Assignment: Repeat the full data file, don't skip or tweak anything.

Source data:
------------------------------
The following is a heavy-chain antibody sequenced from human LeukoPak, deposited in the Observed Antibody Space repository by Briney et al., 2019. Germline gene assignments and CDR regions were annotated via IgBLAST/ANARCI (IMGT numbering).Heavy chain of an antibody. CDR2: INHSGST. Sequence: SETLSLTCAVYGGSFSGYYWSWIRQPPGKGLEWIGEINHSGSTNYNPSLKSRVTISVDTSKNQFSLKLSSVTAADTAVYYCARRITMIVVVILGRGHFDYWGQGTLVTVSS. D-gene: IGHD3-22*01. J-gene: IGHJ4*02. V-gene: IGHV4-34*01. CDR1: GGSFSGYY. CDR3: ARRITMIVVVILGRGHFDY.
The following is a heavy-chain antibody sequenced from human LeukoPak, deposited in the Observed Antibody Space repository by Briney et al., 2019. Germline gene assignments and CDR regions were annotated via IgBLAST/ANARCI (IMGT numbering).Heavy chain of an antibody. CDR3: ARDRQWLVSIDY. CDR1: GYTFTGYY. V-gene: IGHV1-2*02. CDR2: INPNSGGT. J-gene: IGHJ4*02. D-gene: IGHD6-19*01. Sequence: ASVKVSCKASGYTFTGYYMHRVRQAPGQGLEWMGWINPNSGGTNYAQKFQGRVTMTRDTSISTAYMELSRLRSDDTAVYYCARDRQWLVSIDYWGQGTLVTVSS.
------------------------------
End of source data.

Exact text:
The following is a heavy-chain antibody sequenced from human LeukoPak, deposited in the Observed Antibody Space repository by Briney et al., 2019. Germline gene assignments and CDR regions were annotated via IgBLAST/ANARCI (IMGT numbering).Heavy chain of an antibody. CDR2: INHSGST. Sequence: SETLSLTCAVYGGSFSGYYWSWIRQPPGKGLEWIGEINHSGSTNYNPSLKSRVTISVDTSKNQFSLKLSSVTAADTAVYYCARRITMIVVVILGRGHFDYWGQGTLVTVSS. D-gene: IGHD3-22*01. J-gene: IGHJ4*02. V-gene: IGHV4-34*01. CDR1: GGSFSGYY. CDR3: ARRITMIVVVILGRGHFDY.
The following is a heavy-chain antibody sequenced from human LeukoPak, deposited in the Observed Antibody Space repository by Briney et al., 2019. Germline gene assignments and CDR regions were annotated via IgBLAST/ANARCI (IMGT numbering).Heavy chain of an antibody. CDR3: ARDRQWLVSIDY. CDR1: GYTFTGYY. V-gene: IGHV1-2*02. CDR2: INPNSGGT. J-gene: IGHJ4*02. D-gene: IGHD6-19*01. Sequence: ASVKVSCKASGYTFTGYYMHRVRQAPGQGLEWMGWINPNSGGTNYAQKFQGRVTMTRDTSISTAYMELSRLRSDDTAVYYCARDRQWLVSIDYWGQGTLVTVSS.